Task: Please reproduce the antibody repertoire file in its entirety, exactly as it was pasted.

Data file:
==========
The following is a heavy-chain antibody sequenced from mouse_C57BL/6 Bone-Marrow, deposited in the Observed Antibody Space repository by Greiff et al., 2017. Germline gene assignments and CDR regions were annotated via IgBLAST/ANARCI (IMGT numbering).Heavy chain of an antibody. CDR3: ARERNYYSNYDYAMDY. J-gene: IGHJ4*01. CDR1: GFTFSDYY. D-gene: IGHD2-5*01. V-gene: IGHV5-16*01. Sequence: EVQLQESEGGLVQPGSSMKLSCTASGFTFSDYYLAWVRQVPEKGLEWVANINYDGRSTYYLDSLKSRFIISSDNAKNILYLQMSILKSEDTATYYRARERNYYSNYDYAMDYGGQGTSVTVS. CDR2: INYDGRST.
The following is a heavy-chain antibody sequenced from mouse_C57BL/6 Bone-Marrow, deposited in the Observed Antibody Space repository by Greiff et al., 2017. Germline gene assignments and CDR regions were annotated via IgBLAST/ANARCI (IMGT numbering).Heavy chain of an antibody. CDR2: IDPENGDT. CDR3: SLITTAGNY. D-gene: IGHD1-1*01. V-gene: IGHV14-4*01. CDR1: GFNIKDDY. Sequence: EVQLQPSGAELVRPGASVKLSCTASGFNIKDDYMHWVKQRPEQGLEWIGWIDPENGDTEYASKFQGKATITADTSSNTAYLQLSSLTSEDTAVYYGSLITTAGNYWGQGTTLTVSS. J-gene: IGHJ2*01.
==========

The following is a heavy-chain antibody sequenced from mouse_C57BL/6 Bone-Marrow, deposited in the Observed Antibody Space repository by Greiff et al., 2017. Germline gene assignments and CDR regions were annotated via IgBLAST/ANARCI (IMGT numbering).Heavy chain of an antibody. CDR3: ARERNYYSNYDYAMDY. J-gene: IGHJ4*01. CDR1: GFTFSDYY. D-gene: IGHD2-5*01. V-gene: IGHV5-16*01. Sequence: EVQLQESEGGLVQPGSSMKLSCTASGFTFSDYYLAWVRQVPEKGLEWVANINYDGRSTYYLDSLKSRFIISSDNAKNILYLQMSILKSEDTATYYRARERNYYSNYDYAMDYGGQGTSVTVS. CDR2: INYDGRST.
The following is a heavy-chain antibody sequenced from mouse_C57BL/6 Bone-Marrow, deposited in the Observed Antibody Space repository by Greiff et al., 2017. Germline gene assignments and CDR regions were annotated via IgBLAST/ANARCI (IMGT numbering).Heavy chain of an antibody. CDR2: IDPENGDT. CDR3: SLITTAGNY. D-gene: IGHD1-1*01. V-gene: IGHV14-4*01. CDR1: GFNIKDDY. Sequence: EVQLQPSGAELVRPGASVKLSCTASGFNIKDDYMHWVKQRPEQGLEWIGWIDPENGDTEYASKFQGKATITADTSSNTAYLQLSSLTSEDTAVYYGSLITTAGNYWGQGTTLTVSS. J-gene: IGHJ2*01.